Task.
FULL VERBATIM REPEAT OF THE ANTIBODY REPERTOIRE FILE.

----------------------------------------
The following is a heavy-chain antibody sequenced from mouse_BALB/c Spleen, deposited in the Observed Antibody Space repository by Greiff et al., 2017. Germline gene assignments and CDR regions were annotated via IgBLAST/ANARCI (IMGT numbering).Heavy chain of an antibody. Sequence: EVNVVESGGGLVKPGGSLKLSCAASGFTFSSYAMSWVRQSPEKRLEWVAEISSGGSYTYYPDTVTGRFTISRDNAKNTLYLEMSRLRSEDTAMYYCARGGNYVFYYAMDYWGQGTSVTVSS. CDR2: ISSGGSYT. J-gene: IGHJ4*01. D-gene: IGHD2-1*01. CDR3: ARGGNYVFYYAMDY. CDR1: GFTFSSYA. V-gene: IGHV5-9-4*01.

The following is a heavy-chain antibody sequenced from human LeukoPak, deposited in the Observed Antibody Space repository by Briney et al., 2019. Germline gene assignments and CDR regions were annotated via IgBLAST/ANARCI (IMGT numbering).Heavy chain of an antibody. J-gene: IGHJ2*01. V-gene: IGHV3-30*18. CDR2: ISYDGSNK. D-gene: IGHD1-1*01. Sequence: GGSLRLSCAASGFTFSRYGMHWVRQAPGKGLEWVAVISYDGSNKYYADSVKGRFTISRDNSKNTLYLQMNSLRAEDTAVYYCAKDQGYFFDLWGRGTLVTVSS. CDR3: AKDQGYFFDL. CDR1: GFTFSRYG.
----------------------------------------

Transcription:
The following is a heavy-chain antibody sequenced from mouse_BALB/c Spleen, deposited in the Observed Antibody Space repository by Greiff et al., 2017. Germline gene assignments and CDR regions were annotated via IgBLAST/ANARCI (IMGT numbering).Heavy chain of an antibody. Sequence: EVNVVESGGGLVKPGGSLKLSCAASGFTFSSYAMSWVRQSPEKRLEWVAEISSGGSYTYYPDTVTGRFTISRDNAKNTLYLEMSRLRSEDTAMYYCARGGNYVFYYAMDYWGQGTSVTVSS. CDR2: ISSGGSYT. J-gene: IGHJ4*01. D-gene: IGHD2-1*01. CDR3: ARGGNYVFYYAMDY. CDR1: GFTFSSYA. V-gene: IGHV5-9-4*01.

The following is a heavy-chain antibody sequenced from human LeukoPak, deposited in the Observed Antibody Space repository by Briney et al., 2019. Germline gene assignments and CDR regions were annotated via IgBLAST/ANARCI (IMGT numbering).Heavy chain of an antibody. J-gene: IGHJ2*01. V-gene: IGHV3-30*18. CDR2: ISYDGSNK. D-gene: IGHD1-1*01. Sequence: GGSLRLSCAASGFTFSRYGMHWVRQAPGKGLEWVAVISYDGSNKYYADSVKGRFTISRDNSKNTLYLQMNSLRAEDTAVYYCAKDQGYFFDLWGRGTLVTVSS. CDR3: AKDQGYFFDL. CDR1: GFTFSRYG.